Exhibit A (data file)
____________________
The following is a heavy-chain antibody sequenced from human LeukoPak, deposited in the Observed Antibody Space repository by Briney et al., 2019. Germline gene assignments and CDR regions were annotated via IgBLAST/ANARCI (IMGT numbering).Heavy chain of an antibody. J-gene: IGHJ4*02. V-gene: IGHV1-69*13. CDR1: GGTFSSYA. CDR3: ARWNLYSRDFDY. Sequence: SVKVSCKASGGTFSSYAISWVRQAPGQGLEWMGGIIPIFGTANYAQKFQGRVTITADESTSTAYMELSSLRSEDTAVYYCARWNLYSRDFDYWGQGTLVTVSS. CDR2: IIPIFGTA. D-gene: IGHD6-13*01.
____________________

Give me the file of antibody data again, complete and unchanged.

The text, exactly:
The following is a heavy-chain antibody sequenced from human LeukoPak, deposited in the Observed Antibody Space repository by Briney et al., 2019. Germline gene assignments and CDR regions were annotated via IgBLAST/ANARCI (IMGT numbering).Heavy chain of an antibody. J-gene: IGHJ4*02. V-gene: IGHV1-69*13. CDR1: GGTFSSYA. CDR3: ARWNLYSRDFDY. Sequence: SVKVSCKASGGTFSSYAISWVRQAPGQGLEWMGGIIPIFGTANYAQKFQGRVTITADESTSTAYMELSSLRSEDTAVYYCARWNLYSRDFDYWGQGTLVTVSS. CDR2: IIPIFGTA. D-gene: IGHD6-13*01.